Editor's Note: This piece was co-authored by Joseph Olson.
Last week, President Trump claimed the election will determine the future of private gun ownership in the United States. On Saturday, the NRA tweeted out that a Biden win “will destroy our Second Amendment.”
They are right. If Democrats gain control, Joe Biden and Senate Democrats promise a radical change in the Senate by eliminating the filibuster, which will allow them to pass any legislation that they want with a simple majority vote.
This year, the Democrat’s convention platform is focused on a radical gun control agenda. It advocates licensing for gun owners, allowing gun makers to be held liable whenever someone uses a gun to commit a crime or cause an accident, and banning some types of semi-automatic guns based on appearance rather than on function.
But the Senate won’t just determine what gun control legislation gets passed — it will also determine what judges get confirmed. And there are few issues that divide Democrat and Republican-appointed judges more consistently and completely than gun control.
President Trump's 53 federal circuit court confirmations have only just brought the courts into balance, with Democrat-appointees still controlling circuit courts for 24 states plus DC. The DC circuit court is considered the second most important court after the Supreme Court.
The states Democrats control judicially are ones that they also tend to control legislatively. These circuit courts approve any and all of the gun control regulations that get passed, no matter how flagrantly they infringe on the right to keep and bear arms.
The Supreme Court isn’t restraining these courts. All four Democrat appointees claim that people don’t have a right to self-defense. Indeed, they have already noted they will vote to overturn the court’s 2008 Heller and 2010 McDonald decisions, and one more Democratic appointment would give them the chance to do so. Those rulings merely ensured the government could not completely ban guns.
Four Republican-appointed justices clearly care about the right to self-defense. But they won’t take up gun control cases for fear that Justice John Roberts will side with the liberal justices. He has already done so on cases concerning religious freedom, DACA, and Obamacare.
There are five states where the average of the latest polls show less than three percentage points separate the Republican and Democrat Senate candidates –Iowa, Maine, Michigan, Minnesota, and Montana. All these states have traditionally had strong support for the right of self-defense. But the betting odds show the senate right now will end in a 50-50 tie, which means whoever wins the presidency will determine who controls the Senate.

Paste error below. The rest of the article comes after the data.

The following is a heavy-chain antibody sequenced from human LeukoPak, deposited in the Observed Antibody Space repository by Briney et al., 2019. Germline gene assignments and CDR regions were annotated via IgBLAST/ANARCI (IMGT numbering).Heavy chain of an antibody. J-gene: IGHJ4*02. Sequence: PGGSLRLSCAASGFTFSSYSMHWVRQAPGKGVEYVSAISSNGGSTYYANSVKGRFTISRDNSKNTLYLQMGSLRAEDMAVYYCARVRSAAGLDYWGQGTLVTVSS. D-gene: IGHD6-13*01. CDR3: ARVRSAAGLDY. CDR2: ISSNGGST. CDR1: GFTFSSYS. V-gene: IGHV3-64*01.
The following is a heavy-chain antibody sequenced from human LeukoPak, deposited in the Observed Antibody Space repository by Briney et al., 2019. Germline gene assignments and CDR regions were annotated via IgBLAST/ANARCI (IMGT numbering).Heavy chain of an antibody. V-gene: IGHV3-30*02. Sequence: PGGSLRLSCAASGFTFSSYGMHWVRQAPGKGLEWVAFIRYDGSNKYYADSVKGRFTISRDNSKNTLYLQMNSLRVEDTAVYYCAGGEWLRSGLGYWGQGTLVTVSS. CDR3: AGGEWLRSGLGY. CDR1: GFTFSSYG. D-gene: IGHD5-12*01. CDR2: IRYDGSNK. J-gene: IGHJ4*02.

Take Minnesota. Both of the states’ Senators have shown where they stand on judicial nominations. Senator Amy Klobuchar voted to confirm Supreme Court Justices Elena Kagan and Sonia Sotomayor, who do not believe there is an individual right to self-defense. She opposed Brett Kavanaugh and Neil Gorsuch, who support that right.
Senator Tina Smith, who is in a very tight race with her Republican opponent, former Congressman Jason Lewis, has only been in office since 2018, but her votes on other judges show that she clearly would have voted the same way as Klobuchar. All the other Democrats in the five other states will vote similarly.
Michael Bloomberg’s Everytown for Gun Safety has endorsed Smith as a “staunch advocate” for gun control regulations. In 2019, Smith joined other Democrats in attacking the NRA’s “influence on our political system.” But she has no concerns about Bloomberg’s efforts. While the NRA spent $18.9 million on all campaigns in 2018, New York billionaire Michael Bloomberg put up $110 million just for congressional campaigns. Bloomberg spent even more than that on state legislative races across the country.
California shows us what the future of gun ownership can look like under Democrat leadership. No one has even figured out how to meet the state’s requirement for micro-stamping — a technology by which firing pins will supposedly imprint a unique identifying code on each shell casing. Even if someone could implement this expensive technology, a criminal could circumvent it by simply filing down the pin or replacing it. But handguns that don’t meet these unrealistic and ineffective regulations will soon be banned.
Unless Trump fills another Supreme Court vacancy, California’s restrictions will likely be upheld.
The Americans in these states that will determine control of the Senate cherish their freedoms. It would be ironic if they provide the deciding votes that kill the Second Amendment and Americans’ right to defend themselves and their families.
Lott is the president of the Crime Prevention Research Center and the author most recently of “Gun Control Myths: How politicians, the media, and botched ‘studies’ have twisted the facts on gun control.” Olson is professor emeritus at the Mitchell-Hamline School of Law in St. Paul.